I have mild to severe plaque psoriasis and that’s why I take Etrexy. I smile off into the distance at my child’s soccer game. I walk back into my neatly manicured suburban home. There you can see my benign and well-behaved family members, saving a seat for me at the table.
Wait, do I really know these people? I walk past them to the kitchen. No one follows me.
I reach inside the fridge for a beer. That’s all there is in the fridge: row after row of green bottles. The imported brand labels are all perfectly turned out, facing forward. I wonder why my family doesn’t keep any food in there. I walk out into my backyard party—it’s always a party in my backyard. I smile and clink glasses with a man who could be my neighbor, but is he?
He drinks the same brand of beer as me. There are no regional cues for me to understand where I live. It could be North Carolina, a Chicago suburb, or even an aggressively watered California town.
“Where are we?” I ask him.
“Where we always are,” he says.
I try to find a logo or a sign, something to contextualize me in this place, but everyone at the party is wearing new label-less clothes. Their outfits are completely inoffensive. Neither trendy or not. Just clothes. I feel sick. Then I realize, that’s just one of the Etrexy side effects. Talk to your doctor before taking Etrexy, if you are prone to nausea.
I smile at my guests. They smile back. I grimace. They keep smiling.
Everyone in our neighborhood is in a mixed-race relationship. Even though we come from a variety of different ethnic backgrounds, all of our features converge into perfect neutrality. We all have veneers. Our hair is either curly or straight–never frizzy. That’s just the vibe here.
If we have kids, we have exactly two. If we have none, we don’t live here. Everyone has average to pleasant looks. There isn’t a weak chin or set of striking cheekbones for a fifty mile radius, but when I go out to get flaming hot four-quarter-pounder calzone pizza wings from my local Mr. Calzone’s Taco Pizza Wings (available for a limited time for $8.99), I can usually find some younger blonds there.
In fact, I’m craving some Mr. Calzone’s Taco Pizza Wings right now. As I walk into the restaurant, there they are: two blonds, one brunette, and one buff looking man who sits in between the second blond and brunette.
“Hey,” I say to the first blond. It’s hard to describe her. She is at once familiar and yet unplaceable. She looks like how a novice artist would draw a famous pop star. Her features are sweetly bland, like a Miss Wisconsin from the ’80s.
“Where do you live?” I say.
“Live?” She asks me. She’s holding a taco pizza wing up to her mouth like she’s going to take a bite, but she doesn’t.
“Yes. What’s the name of this town?”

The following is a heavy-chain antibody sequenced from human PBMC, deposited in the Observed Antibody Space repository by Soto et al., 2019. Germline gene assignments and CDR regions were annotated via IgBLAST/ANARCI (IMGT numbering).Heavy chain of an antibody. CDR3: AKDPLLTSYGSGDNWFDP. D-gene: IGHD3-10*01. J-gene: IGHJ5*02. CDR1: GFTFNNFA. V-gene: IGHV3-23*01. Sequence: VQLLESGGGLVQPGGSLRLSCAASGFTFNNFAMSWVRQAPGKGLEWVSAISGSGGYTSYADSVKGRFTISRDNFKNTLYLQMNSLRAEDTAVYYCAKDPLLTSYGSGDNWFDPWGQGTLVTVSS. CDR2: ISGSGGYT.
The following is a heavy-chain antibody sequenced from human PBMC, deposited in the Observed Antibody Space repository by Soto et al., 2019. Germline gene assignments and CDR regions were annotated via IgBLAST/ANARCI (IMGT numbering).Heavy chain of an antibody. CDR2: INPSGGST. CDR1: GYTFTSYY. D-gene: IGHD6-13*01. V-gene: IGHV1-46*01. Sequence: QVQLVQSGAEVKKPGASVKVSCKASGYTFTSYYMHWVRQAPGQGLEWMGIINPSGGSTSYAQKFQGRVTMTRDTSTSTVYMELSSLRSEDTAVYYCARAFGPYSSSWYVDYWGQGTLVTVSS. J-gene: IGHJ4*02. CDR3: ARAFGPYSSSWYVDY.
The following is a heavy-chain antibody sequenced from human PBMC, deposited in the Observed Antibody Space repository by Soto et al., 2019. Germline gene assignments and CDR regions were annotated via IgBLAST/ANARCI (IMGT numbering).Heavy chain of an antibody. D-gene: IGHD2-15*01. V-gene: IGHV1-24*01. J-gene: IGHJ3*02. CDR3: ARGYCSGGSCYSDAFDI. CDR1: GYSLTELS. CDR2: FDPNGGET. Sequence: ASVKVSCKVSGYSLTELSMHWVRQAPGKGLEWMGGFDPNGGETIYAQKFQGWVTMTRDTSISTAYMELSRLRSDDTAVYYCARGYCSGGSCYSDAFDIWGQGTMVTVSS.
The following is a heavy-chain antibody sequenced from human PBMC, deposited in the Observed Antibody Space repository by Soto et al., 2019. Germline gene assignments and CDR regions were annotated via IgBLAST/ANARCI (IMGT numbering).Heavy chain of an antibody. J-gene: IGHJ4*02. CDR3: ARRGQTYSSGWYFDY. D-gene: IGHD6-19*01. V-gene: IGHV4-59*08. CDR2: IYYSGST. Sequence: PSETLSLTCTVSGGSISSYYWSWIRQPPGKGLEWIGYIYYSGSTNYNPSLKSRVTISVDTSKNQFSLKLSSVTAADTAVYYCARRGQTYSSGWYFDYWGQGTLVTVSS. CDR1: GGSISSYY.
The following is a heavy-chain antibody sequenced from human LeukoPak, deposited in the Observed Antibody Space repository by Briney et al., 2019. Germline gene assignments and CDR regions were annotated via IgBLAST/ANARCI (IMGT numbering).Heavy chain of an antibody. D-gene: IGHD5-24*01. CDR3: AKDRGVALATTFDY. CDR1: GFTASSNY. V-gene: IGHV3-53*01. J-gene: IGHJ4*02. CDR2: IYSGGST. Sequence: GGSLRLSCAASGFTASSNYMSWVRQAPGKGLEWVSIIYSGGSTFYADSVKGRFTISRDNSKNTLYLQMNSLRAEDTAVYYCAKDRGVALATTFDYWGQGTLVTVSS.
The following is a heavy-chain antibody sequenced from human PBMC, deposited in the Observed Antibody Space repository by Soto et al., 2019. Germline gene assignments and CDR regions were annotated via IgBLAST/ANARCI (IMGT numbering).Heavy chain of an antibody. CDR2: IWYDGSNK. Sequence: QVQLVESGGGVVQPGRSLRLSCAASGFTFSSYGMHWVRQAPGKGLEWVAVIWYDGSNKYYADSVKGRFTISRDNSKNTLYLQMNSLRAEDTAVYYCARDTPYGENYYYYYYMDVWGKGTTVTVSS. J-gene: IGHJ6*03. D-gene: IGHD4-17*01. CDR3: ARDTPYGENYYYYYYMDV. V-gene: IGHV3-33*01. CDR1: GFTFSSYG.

“I hadn’t thought about that,” she doesn’t move the taco pizza wing, and neither do her friends move theirs.
“You guys should get some napkins, those things are messy,” I say.
A server stands awkwardly in the background holding a tray. The tray has some beer bottles on it, these without labels.
“Why don’t they have napkins?” I ask.
“Hey man,” a strong hand claps me on my shoulder. When I turn, an old man thrusts a tube of lotion right at my face. In terms of facial feature aging progression we are exactly the same, but I know he’s older because—duh—gray hair.
“Joint pain got you down?”
“No, it’s not my joints–”
“Don’t let back pain slow you down, FreezyNumb is–”
I run all the way back home without getting any taco pizza wings. For a few blocks, I accidentally join a swarm of people about to mob a car dealer offering zero down and zero percent APR for fifteen months. I see a sign for the National Wireless Carrier hamlet where the residents are known to be less attractive, less in shape, and greet each other by asking: CAN YOU HEAR ME NOW? I keep running.
At home my family is just where I left them.
“I need to talk to you,” I tell my wife. She stands up from the untouched feast at the table and follows me into the front hall.
“Do you know there isn’t any food in the fridge?”
“So?” She says. “This isn’t Women’s TV, go to SuperStash yourself if you care.”
“God, what is with you? Etrexy was supposed to solve all your problems. We don’t have time for this. Places! Everyone!”
I walk into the bathroom to splash cold water on my face. I open the medicine cabinet and there it is: my Etrexy.
I lean against the wall with one hand. With the other I rub my temples. It’s time to take my pills—I grab the bottle.
A sense of peace and belonging rushes through me. I have mild to severe plaque psoriasis and that’s why I take this.
Some of my neighbors here have their own problems, but it’s nothing a little prescription medication, FreezyNumb or Mr. Calzone’s Taco Pizza Wings can’t fix. We could be anywhere—that’s where we are.
I smile off into the distance, thinking of nothing at all.